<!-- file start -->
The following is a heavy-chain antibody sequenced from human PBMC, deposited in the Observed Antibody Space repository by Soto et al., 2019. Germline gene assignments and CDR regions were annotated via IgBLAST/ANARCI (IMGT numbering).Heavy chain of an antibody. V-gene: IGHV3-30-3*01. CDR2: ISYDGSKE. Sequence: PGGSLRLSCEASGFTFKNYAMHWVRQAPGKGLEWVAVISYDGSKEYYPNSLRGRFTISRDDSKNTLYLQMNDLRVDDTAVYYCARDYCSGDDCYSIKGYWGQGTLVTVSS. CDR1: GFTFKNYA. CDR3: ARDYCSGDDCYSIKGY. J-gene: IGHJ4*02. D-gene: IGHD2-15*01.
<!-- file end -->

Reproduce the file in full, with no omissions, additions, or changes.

The following is a heavy-chain antibody sequenced from human PBMC, deposited in the Observed Antibody Space repository by Soto et al., 2019. Germline gene assignments and CDR regions were annotated via IgBLAST/ANARCI (IMGT numbering).Heavy chain of an antibody. V-gene: IGHV3-30-3*01. CDR2: ISYDGSKE. Sequence: PGGSLRLSCEASGFTFKNYAMHWVRQAPGKGLEWVAVISYDGSKEYYPNSLRGRFTISRDDSKNTLYLQMNDLRVDDTAVYYCARDYCSGDDCYSIKGYWGQGTLVTVSS. CDR1: GFTFKNYA. CDR3: ARDYCSGDDCYSIKGY. J-gene: IGHJ4*02. D-gene: IGHD2-15*01.